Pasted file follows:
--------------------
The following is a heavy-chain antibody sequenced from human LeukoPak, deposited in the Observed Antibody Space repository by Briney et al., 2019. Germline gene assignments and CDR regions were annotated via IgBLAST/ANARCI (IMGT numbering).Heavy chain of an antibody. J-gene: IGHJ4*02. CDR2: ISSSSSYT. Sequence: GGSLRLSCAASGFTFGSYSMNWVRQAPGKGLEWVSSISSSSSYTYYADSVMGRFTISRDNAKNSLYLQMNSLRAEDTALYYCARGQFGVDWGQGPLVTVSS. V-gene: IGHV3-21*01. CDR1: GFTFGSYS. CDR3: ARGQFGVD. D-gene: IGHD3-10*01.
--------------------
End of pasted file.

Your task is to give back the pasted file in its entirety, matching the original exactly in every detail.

The following is a heavy-chain antibody sequenced from human LeukoPak, deposited in the Observed Antibody Space repository by Briney et al., 2019. Germline gene assignments and CDR regions were annotated via IgBLAST/ANARCI (IMGT numbering).Heavy chain of an antibody. J-gene: IGHJ4*02. CDR2: ISSSSSYT. Sequence: GGSLRLSCAASGFTFGSYSMNWVRQAPGKGLEWVSSISSSSSYTYYADSVMGRFTISRDNAKNSLYLQMNSLRAEDTALYYCARGQFGVDWGQGPLVTVSS. V-gene: IGHV3-21*01. CDR1: GFTFGSYS. CDR3: ARGQFGVD. D-gene: IGHD3-10*01.